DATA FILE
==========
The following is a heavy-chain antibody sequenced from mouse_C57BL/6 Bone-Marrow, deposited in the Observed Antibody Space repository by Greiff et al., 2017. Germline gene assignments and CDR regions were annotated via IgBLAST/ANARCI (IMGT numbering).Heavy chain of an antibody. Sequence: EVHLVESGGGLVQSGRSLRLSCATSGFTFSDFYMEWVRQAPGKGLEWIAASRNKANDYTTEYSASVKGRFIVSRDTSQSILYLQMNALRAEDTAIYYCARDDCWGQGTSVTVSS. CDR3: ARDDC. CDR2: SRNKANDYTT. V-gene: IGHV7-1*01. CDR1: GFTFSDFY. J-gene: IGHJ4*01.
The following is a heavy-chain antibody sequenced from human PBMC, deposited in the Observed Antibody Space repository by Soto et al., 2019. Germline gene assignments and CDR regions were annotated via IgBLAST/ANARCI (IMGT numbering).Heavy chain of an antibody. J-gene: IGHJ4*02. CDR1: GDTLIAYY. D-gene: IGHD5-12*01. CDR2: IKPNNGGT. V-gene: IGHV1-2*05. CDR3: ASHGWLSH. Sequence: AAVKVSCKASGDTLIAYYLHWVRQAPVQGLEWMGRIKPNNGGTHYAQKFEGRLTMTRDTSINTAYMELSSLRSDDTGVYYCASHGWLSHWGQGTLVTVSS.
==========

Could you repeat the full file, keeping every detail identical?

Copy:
The following is a heavy-chain antibody sequenced from mouse_C57BL/6 Bone-Marrow, deposited in the Observed Antibody Space repository by Greiff et al., 2017. Germline gene assignments and CDR regions were annotated via IgBLAST/ANARCI (IMGT numbering).Heavy chain of an antibody. Sequence: EVHLVESGGGLVQSGRSLRLSCATSGFTFSDFYMEWVRQAPGKGLEWIAASRNKANDYTTEYSASVKGRFIVSRDTSQSILYLQMNALRAEDTAIYYCARDDCWGQGTSVTVSS. CDR3: ARDDC. CDR2: SRNKANDYTT. V-gene: IGHV7-1*01. CDR1: GFTFSDFY. J-gene: IGHJ4*01.
The following is a heavy-chain antibody sequenced from human PBMC, deposited in the Observed Antibody Space repository by Soto et al., 2019. Germline gene assignments and CDR regions were annotated via IgBLAST/ANARCI (IMGT numbering).Heavy chain of an antibody. J-gene: IGHJ4*02. CDR1: GDTLIAYY. D-gene: IGHD5-12*01. CDR2: IKPNNGGT. V-gene: IGHV1-2*05. CDR3: ASHGWLSH. Sequence: AAVKVSCKASGDTLIAYYLHWVRQAPVQGLEWMGRIKPNNGGTHYAQKFEGRLTMTRDTSINTAYMELSSLRSDDTGVYYCASHGWLSHWGQGTLVTVSS.